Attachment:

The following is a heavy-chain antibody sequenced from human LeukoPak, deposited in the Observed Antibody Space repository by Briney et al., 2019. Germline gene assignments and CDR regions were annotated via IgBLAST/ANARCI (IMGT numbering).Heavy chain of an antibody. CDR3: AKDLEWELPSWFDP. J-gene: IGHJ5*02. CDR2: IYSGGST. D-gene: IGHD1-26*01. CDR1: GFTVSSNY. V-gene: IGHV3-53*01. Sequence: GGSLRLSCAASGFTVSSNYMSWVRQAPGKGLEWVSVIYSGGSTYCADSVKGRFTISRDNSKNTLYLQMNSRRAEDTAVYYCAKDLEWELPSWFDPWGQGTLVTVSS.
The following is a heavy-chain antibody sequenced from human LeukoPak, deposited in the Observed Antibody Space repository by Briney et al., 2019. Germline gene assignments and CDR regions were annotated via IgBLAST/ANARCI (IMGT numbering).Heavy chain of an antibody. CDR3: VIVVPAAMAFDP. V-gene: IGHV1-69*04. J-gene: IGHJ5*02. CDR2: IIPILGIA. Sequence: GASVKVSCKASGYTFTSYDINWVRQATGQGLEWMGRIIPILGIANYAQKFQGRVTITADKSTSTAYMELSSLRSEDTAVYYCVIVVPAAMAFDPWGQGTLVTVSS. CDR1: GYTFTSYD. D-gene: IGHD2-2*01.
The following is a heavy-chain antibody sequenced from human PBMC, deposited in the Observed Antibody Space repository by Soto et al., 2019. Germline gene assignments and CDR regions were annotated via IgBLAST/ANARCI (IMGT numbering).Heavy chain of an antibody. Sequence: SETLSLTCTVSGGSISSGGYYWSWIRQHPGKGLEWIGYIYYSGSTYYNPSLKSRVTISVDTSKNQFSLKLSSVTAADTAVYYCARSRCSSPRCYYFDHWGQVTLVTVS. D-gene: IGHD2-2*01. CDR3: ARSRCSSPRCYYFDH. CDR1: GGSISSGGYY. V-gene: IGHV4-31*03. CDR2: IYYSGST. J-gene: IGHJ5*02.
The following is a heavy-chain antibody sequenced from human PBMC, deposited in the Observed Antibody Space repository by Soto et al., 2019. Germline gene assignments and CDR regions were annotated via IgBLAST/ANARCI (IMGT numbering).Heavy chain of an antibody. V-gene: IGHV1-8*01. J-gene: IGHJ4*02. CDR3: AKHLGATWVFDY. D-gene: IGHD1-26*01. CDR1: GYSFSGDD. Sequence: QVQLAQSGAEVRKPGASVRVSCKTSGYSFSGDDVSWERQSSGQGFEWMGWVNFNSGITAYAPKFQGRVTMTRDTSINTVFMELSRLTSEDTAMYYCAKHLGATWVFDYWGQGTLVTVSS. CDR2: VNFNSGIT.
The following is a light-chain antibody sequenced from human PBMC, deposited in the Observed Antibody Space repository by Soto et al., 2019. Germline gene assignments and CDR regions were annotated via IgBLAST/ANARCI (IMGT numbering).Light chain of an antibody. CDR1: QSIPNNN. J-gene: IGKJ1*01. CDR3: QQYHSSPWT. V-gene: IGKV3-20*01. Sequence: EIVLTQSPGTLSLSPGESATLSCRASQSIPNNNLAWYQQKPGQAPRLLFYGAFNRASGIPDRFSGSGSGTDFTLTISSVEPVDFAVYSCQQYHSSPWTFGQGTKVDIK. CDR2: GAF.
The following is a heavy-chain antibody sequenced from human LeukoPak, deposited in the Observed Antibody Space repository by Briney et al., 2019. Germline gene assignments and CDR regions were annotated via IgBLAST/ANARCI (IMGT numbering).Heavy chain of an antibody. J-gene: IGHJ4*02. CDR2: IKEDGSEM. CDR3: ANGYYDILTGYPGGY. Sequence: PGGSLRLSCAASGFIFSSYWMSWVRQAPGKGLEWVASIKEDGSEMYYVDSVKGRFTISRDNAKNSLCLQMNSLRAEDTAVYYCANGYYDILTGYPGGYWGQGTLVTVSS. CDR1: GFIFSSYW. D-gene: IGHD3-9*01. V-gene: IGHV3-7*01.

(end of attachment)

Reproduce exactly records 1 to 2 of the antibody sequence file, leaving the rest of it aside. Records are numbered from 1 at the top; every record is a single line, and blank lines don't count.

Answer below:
The following is a heavy-chain antibody sequenced from human LeukoPak, deposited in the Observed Antibody Space repository by Briney et al., 2019. Germline gene assignments and CDR regions were annotated via IgBLAST/ANARCI (IMGT numbering).Heavy chain of an antibody. CDR3: AKDLEWELPSWFDP. J-gene: IGHJ5*02. CDR2: IYSGGST. D-gene: IGHD1-26*01. CDR1: GFTVSSNY. V-gene: IGHV3-53*01. Sequence: GGSLRLSCAASGFTVSSNYMSWVRQAPGKGLEWVSVIYSGGSTYCADSVKGRFTISRDNSKNTLYLQMNSRRAEDTAVYYCAKDLEWELPSWFDPWGQGTLVTVSS.
The following is a heavy-chain antibody sequenced from human LeukoPak, deposited in the Observed Antibody Space repository by Briney et al., 2019. Germline gene assignments and CDR regions were annotated via IgBLAST/ANARCI (IMGT numbering).Heavy chain of an antibody. CDR3: VIVVPAAMAFDP. V-gene: IGHV1-69*04. J-gene: IGHJ5*02. CDR2: IIPILGIA. Sequence: GASVKVSCKASGYTFTSYDINWVRQATGQGLEWMGRIIPILGIANYAQKFQGRVTITADKSTSTAYMELSSLRSEDTAVYYCVIVVPAAMAFDPWGQGTLVTVSS. CDR1: GYTFTSYD. D-gene: IGHD2-2*01.